-Thou shalt not suffer a witch to live… but…

-Thou shalt not kill.

Only God is allowed to judge, yet we make judgments on our fellow man all the time, often based on our interpretation of “God’s word.”

Then there is the question of whose God is the “right” God.

Also, I have a very analytic mind.  My majors in school were Psychology and Sociology, so I tend to approach the idea of religion and faith in the context of those disciplines.

But all of that’s academic.  In other words, it’s not the real point of this post.

A couple of years ago, my husband and I went through a period of many losses.  Jobs, family members, a miscarriage, our home…  At four and a half months pregnant, hubby and I uprooted and moved 800 miles on three hours’ notice.  We were going through a very financially and emotionally stressing time, my husband’s unemployment at one point being held for three months (three months with NO income and a baby on the way,) and my mother and I were in the worst fight of our lives.  I actually worried the stress would harm my unborn baby.

My best friend, who is pretty much “born again,” only not in the annoying, bible-thumping way, urged me to come to church with her, and to put my trust in God and ask for his help.  So I tried.  I really did.  I prayed, although my praying was stunted because I constantly over-thought everything even AS I prayed.  I would tell God about my day, and then say, “But I guess you already knew all that…”  and then chide myself for presuming to guess what God may or may not know.  (Weird, I know, but I’m Obsessive-Compulsive, so what do you expect?) I found it hard to concentrate, and my mind would wander so I actually started keeping a prayer journal.  I also did go to church with my best friend.  My husband went once or twice, more to support me than out of any feelings of faith.

And the funny thing is…I actually did start to feel a measure of peace.

Fast-forward to after my daughter’s birth.  Like most new mothers probably, I was overwhelmed with emotions, chiefly deep love and deep, deep fear.  Becoming a mom changed me in many ways, some expected, some not…  One key difference is that I became infinitely more sensitive to media reports of violence against children.  Especially violence perpetrated by people the children are supposed to be able trust.  Like their parents.  The number of family annihilators, mothers murdering their infants, and children abused in horrific ways is staggering.  And it was weighing very heavily on my soul.

The point is, at that important juncture of my life, when I should have been the most thankful to God, when I should have looked to God the most for guidance and peace, I could not– can not– reconcile myself with the idea that a “loving god” would allow such horrors to happen to innocent children.  All the “God’s plan, mysterious ways, devil’s influence, sins of humans” platitudes in the world are not enough to make me alright with this.

It has been told to me more than once by people of faith that people in general tend to blame God when something bad happens, but often don’t give Him credit when things go their way.  My question is this; conversely, then, why is it okay to give Him credit for the good, but not look to Him for a damn good reason for the bad (especially something as bad a the murder of a child?)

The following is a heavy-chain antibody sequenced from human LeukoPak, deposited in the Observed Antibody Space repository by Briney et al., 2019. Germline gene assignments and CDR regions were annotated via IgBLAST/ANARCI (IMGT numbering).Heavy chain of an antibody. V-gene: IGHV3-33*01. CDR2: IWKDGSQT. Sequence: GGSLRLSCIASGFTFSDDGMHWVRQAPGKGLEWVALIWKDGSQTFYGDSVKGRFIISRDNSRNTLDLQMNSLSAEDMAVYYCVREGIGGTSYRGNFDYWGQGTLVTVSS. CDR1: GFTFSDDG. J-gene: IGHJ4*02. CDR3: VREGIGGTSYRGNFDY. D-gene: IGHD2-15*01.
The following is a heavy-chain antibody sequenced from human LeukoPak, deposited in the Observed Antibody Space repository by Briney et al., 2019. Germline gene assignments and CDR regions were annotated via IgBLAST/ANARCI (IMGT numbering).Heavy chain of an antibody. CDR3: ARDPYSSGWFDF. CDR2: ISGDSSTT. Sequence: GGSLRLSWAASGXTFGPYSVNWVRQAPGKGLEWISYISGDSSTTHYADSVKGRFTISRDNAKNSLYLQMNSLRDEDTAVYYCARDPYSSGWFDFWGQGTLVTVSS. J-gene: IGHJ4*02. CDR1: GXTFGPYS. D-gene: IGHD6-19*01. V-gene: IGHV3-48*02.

I know it may sound like I am preaching here, but really I am just trying to sort out my thoughts, and please forgive me if this blog entry is very stream-of-consciousness or seems to ramble.

These are the things I think about when I lay awake in bed at night.

I would love to believe we are not alone in the universe, and when I try to pray at night I can almost feel like I might be talking to someone…  But when I step away from that isolated moment, I feel the sterile and empirical “alone-ness” of the human condition– that all life on this planet is the result of a coincidental series of optimal conditions.  That when we die, we cease to exist.  That there is no judgment for the wicked people who would harm their own babies, aside from that which we mete out here on earth (our “justice” could never be enough for these people, and some escape the law entirely.) That no amount of praying can protect my child.

eye of God

I keep telling myself– hoping to myself– that by the time my death approaches, hopefully after a long life filled with love, that I will have found the answers.  That I won’t be afraid anymore.  Now, as any good mother would, I care more for my child’s health, life, and happiness than my own anyway.  So I will continue to seek the answers, however passively, and hope that one day I will be at peace with whatever those answers are.

Maybe there is a God, but He is unlike anything written in the Quran, the Bible, or ancient mythologies.  Maybe he is an observer.  Maybe He is Love, or maybe He is completely ambivalent.  Maybe He is infinitely more complex and inscrutable than we could ever conceive with our piddly human minds.

The only thing I can know for sure is that I have to do the best I can with this life, and the best way I know to combat the fear I feel is to fight it with love.  I’ll make sure those dearest to me know how much I love them.

*This is an intensely personal entry for me.  In some way I can’t define, I am uncomfortable with it, and even now hesitate to click the “publish” button.  Maybe for that reason more than any other, I have to post this entry.